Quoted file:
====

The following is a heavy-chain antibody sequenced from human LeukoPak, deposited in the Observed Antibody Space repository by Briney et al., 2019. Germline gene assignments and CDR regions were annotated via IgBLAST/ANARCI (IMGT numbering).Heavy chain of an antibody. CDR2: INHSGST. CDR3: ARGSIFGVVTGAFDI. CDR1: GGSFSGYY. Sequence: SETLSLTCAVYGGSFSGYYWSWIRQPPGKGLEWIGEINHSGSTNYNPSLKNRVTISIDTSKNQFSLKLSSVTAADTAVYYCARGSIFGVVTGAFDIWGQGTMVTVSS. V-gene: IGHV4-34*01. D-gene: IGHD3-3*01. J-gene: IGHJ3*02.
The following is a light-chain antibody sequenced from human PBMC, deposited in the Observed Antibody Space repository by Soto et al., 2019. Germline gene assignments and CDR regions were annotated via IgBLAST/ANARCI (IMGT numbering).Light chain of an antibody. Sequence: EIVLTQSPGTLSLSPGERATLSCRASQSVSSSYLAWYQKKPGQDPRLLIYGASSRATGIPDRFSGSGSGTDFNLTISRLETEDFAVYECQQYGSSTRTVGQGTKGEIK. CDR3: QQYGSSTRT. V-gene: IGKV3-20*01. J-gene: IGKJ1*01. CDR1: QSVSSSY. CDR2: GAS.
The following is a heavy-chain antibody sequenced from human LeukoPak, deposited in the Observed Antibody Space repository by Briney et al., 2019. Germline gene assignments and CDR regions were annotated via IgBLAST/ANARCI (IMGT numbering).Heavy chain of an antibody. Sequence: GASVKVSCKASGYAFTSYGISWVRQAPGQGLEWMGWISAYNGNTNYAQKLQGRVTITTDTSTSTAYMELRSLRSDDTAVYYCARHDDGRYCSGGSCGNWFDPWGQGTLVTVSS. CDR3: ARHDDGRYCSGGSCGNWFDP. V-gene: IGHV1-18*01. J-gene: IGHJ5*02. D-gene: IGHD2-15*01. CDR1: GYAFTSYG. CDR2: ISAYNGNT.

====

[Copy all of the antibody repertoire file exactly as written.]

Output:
The following is a heavy-chain antibody sequenced from human LeukoPak, deposited in the Observed Antibody Space repository by Briney et al., 2019. Germline gene assignments and CDR regions were annotated via IgBLAST/ANARCI (IMGT numbering).Heavy chain of an antibody. CDR2: INHSGST. CDR3: ARGSIFGVVTGAFDI. CDR1: GGSFSGYY. Sequence: SETLSLTCAVYGGSFSGYYWSWIRQPPGKGLEWIGEINHSGSTNYNPSLKNRVTISIDTSKNQFSLKLSSVTAADTAVYYCARGSIFGVVTGAFDIWGQGTMVTVSS. V-gene: IGHV4-34*01. D-gene: IGHD3-3*01. J-gene: IGHJ3*02.
The following is a light-chain antibody sequenced from human PBMC, deposited in the Observed Antibody Space repository by Soto et al., 2019. Germline gene assignments and CDR regions were annotated via IgBLAST/ANARCI (IMGT numbering).Light chain of an antibody. Sequence: EIVLTQSPGTLSLSPGERATLSCRASQSVSSSYLAWYQKKPGQDPRLLIYGASSRATGIPDRFSGSGSGTDFNLTISRLETEDFAVYECQQYGSSTRTVGQGTKGEIK. CDR3: QQYGSSTRT. V-gene: IGKV3-20*01. J-gene: IGKJ1*01. CDR1: QSVSSSY. CDR2: GAS.
The following is a heavy-chain antibody sequenced from human LeukoPak, deposited in the Observed Antibody Space repository by Briney et al., 2019. Germline gene assignments and CDR regions were annotated via IgBLAST/ANARCI (IMGT numbering).Heavy chain of an antibody. Sequence: GASVKVSCKASGYAFTSYGISWVRQAPGQGLEWMGWISAYNGNTNYAQKLQGRVTITTDTSTSTAYMELRSLRSDDTAVYYCARHDDGRYCSGGSCGNWFDPWGQGTLVTVSS. CDR3: ARHDDGRYCSGGSCGNWFDP. V-gene: IGHV1-18*01. J-gene: IGHJ5*02. D-gene: IGHD2-15*01. CDR1: GYAFTSYG. CDR2: ISAYNGNT.